It is in the nature of scorecards (as compared to minimum standards that must be fulfilled) that low scores in certain aspects can be offset by higher scores in others. This is particularly relevant in the case of the HSAF protocol, where a few specific key criteria may be overtaken by vague, less important attributes.

The HSAF approach would allow projects that violate human rights, impoverish thousands of people or destroy important ecosystems but had good economics or first-class construction and safety management plans to be rated as sustainable. This ignores the basic principle that social, environmental and economic sustainability can not be traded in against each other.

The HSAF members emphasize that they have not yet settled on a specific scoring method. In principle, the Forum could develop a rating system that does not aggregate the performance of projects on the protocol’s approximately 80 aspects, but score project performance along all different aspects separately. This would however make overall assessments very difficult.

In the Key Components Document, HSAF asserts that the future protocol will rely “on objective evidence to support the score, that is, evidence that is factual, reproducible, objective and verifiable”. This will be a basic requirement of an operational rating system.

The HSAF document illustrates a potential scoring method with an example from IHA’s existing Sustainability Assessment Protocol. This protocol awards the top score for the biodiversity aspect to projects that have “adequate and suitable plans for understanding of relevant catchment, in-reservoir, and downstream biodiversity issues”. In projects such as the Nam Theun 2 Dam in Laos, there has often been strong public disagreement regarding whether the proposed environmental management plans were “adequate and suitable”. The proposed method does not offer any objective criteria that could resolve such disagreements.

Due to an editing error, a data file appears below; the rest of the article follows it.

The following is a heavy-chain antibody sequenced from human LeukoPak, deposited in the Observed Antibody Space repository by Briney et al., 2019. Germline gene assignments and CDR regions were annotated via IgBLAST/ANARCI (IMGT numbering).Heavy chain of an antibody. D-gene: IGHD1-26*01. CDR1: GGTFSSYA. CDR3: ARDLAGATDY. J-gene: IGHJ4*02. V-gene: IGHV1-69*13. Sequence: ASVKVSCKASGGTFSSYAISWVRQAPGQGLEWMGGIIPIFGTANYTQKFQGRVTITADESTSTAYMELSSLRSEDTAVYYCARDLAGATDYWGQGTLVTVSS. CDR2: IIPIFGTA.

The examples quoted in the critique above illustrate that most of the attributes that HSAF has so far presented are qualitative and subjective. Attributes such as the “likelihood of compliance with regional plans” or the “quality of the labor management system” are not factual, reproducible, objective and verifiable. Having to deal with hundreds of vague and qualitative attributes for 80 different aspects may well be more cumbersome than following 26 WCD recommendations.

Affected people

HSAF seems to believe that sustainability can be achieved through preparing a host of detailed assessments rather than by recognising the rights of dam-affected communities – dam affected people and Southern civil society groups are not represented at the HSAF negotiating table.

The Forum started a belated consultation process in January halfway through the HSAF process. A second consultation phase will follow from August through October, near the end of the process. This is too late to allow effective participation. If HSAF is seeking “broad endorsement” for a future protocol, its current process and its approach are non-starters. They will not bring about the clarity and reliability which dam financiers and investors are seeking, and will increase conflict in the hydro power sector.

Civil society groups from the North and South continue to be interested in working with governments and the dam industry to adapt the WCD framework to national contexts, and to implement it in practical planning processes and projects. Civil society will however not accept an approach that I believe falls behind generally acknowledged international standards.

Peter Bosshard, Policy Director, International Rivers,